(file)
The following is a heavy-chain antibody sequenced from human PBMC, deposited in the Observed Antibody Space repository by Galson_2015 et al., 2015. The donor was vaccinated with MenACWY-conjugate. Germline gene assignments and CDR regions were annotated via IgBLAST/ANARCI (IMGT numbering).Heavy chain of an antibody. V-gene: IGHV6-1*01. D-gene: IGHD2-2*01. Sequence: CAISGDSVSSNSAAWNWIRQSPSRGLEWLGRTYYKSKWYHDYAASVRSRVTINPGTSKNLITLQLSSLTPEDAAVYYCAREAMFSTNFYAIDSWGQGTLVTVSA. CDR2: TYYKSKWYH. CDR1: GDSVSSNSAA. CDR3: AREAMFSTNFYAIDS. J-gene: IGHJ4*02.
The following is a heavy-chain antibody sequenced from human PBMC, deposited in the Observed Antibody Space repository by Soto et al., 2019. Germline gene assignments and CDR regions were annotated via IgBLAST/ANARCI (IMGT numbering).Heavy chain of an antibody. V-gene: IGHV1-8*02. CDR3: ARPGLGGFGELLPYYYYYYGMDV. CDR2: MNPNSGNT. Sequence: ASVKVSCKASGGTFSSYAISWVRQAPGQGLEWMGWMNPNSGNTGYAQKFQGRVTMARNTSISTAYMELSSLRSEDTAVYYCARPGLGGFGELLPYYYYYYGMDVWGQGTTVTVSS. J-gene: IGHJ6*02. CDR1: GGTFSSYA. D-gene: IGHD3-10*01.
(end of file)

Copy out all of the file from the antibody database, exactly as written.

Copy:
The following is a heavy-chain antibody sequenced from human PBMC, deposited in the Observed Antibody Space repository by Galson_2015 et al., 2015. The donor was vaccinated with MenACWY-conjugate. Germline gene assignments and CDR regions were annotated via IgBLAST/ANARCI (IMGT numbering).Heavy chain of an antibody. V-gene: IGHV6-1*01. D-gene: IGHD2-2*01. Sequence: CAISGDSVSSNSAAWNWIRQSPSRGLEWLGRTYYKSKWYHDYAASVRSRVTINPGTSKNLITLQLSSLTPEDAAVYYCAREAMFSTNFYAIDSWGQGTLVTVSA. CDR2: TYYKSKWYH. CDR1: GDSVSSNSAA. CDR3: AREAMFSTNFYAIDS. J-gene: IGHJ4*02.
The following is a heavy-chain antibody sequenced from human PBMC, deposited in the Observed Antibody Space repository by Soto et al., 2019. Germline gene assignments and CDR regions were annotated via IgBLAST/ANARCI (IMGT numbering).Heavy chain of an antibody. V-gene: IGHV1-8*02. CDR3: ARPGLGGFGELLPYYYYYYGMDV. CDR2: MNPNSGNT. Sequence: ASVKVSCKASGGTFSSYAISWVRQAPGQGLEWMGWMNPNSGNTGYAQKFQGRVTMARNTSISTAYMELSSLRSEDTAVYYCARPGLGGFGELLPYYYYYYGMDVWGQGTTVTVSS. J-gene: IGHJ6*02. CDR1: GGTFSSYA. D-gene: IGHD3-10*01.